The forlorn trees that cost Derby's taxpayers over £46k
THESE forlorn trees in their planters sitting on a building site each cost Derby City Council almost £8,000 of taxpayers' money.
But one garden centre manager says he could have found the same number of trees and planters for about a quarter of the cost.
The six Cypress oaks in planters were bought to stand outside Derby's newly refurbished Council House – at a cost of £46,200 but, after water from the planters was found to be causing a hazard by leaking on to the pavement, the authority moved them and is keeping them on a building site next to Derby Bus Station.
Now it says they will not be used outside the building at all but will instead first be moved to another "city centre location" and, next year, go to stand outside the authority's new multi-use sports arena.
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The authority, which lodged its planning application for the Council House refurbishment in 2010, says it must save £62 million over the next three financial years due to cuts to its Government grants.
It is understood that the authority was told there were cheaper trees available but still chose to buy the oaks.
Council leader Paul Bayliss, whose Labour group was against the Council House's refurbishment before taking power, said: "What we need to do is ensure there is proper supervision of schemes like this by councillors in the future as there clearly wasn't in this case. It's our duty to make sure we learn from these things."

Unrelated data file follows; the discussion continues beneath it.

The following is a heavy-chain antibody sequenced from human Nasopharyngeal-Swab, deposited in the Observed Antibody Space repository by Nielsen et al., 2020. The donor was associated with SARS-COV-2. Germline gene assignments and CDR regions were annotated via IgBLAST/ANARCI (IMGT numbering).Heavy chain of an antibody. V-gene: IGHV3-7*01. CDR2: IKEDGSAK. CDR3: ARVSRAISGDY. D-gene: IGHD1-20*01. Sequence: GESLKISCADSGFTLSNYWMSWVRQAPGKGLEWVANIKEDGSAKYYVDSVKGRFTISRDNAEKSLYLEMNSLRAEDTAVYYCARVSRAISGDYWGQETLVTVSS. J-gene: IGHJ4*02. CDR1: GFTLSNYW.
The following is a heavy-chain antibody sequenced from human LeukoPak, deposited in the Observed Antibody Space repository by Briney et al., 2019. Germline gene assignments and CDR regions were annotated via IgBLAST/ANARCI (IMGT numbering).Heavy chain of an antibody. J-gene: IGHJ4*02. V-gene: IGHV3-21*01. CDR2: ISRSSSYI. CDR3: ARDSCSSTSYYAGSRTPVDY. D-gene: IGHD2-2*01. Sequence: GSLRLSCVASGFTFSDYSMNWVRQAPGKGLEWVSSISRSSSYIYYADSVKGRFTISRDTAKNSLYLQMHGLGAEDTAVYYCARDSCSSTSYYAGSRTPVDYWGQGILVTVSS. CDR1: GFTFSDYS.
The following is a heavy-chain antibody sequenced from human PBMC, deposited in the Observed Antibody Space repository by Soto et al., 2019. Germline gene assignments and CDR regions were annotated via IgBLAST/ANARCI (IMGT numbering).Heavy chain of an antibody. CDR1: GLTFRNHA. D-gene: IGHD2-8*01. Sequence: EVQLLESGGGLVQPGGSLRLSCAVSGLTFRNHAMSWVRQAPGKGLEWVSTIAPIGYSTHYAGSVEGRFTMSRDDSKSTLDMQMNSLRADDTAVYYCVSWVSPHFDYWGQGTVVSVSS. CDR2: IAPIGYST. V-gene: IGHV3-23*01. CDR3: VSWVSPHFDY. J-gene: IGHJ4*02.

News of the purchase has prompted outrage from the Taxpayers' Alliance, which called it an "obscene waste of public money".
Mark Smith, plant area manager at Swarkestone Nursery, said he could have ordered similar quality trees and planters for under £12,000 in total. He said oaks were sometimes a poor choice for planters as there might not be enough space for their large root networks.
If the tree outgrows the planter, they could "de-leaf and eventually die", he said.
He added: "There are far more elegant trees that would have been cheaper and easier to maintain."
Mr Smith said he could have ordered six mountain ash trees in large metal and wood containers for £11,971 for the council.
The £46,200 combined cost of the oak trees and planters forms part of the £24 million cost of the controversial Council House refurbishment, which came in millions of pounds under its original budget. Each of the "semi- mature" trees cost £1,200 and the large planters cost £39,000.
When asked to respond to Mr Smith's comments, the council referred the Derby Telegraph to BAM Construction, the firm behind the Council House work.
A BAM Construction spokesman said it had worked "very closely" with the council on the refurbishment. He said: "The project has been extremely successful in actual and financial terms. The trees and planters are no exception and BAM has been open about the costs and alternatives and delivered these – as with the rest of the project – in accordance with the council's wishes."
It is understood the council was informed that there were cheaper options but had decided to go ahead with the oaks and planters.
Mr Bayliss previously said he would like to see some public art outside the building to replace the trees but that it "certainly wouldn't cost nearly £50,000" and the council would look at grant funding.
The council had originally refused to reveal the cost of the trees and planters to the Derby Telegraph so the figures were obtained through a request by using the Freedom of Information Act.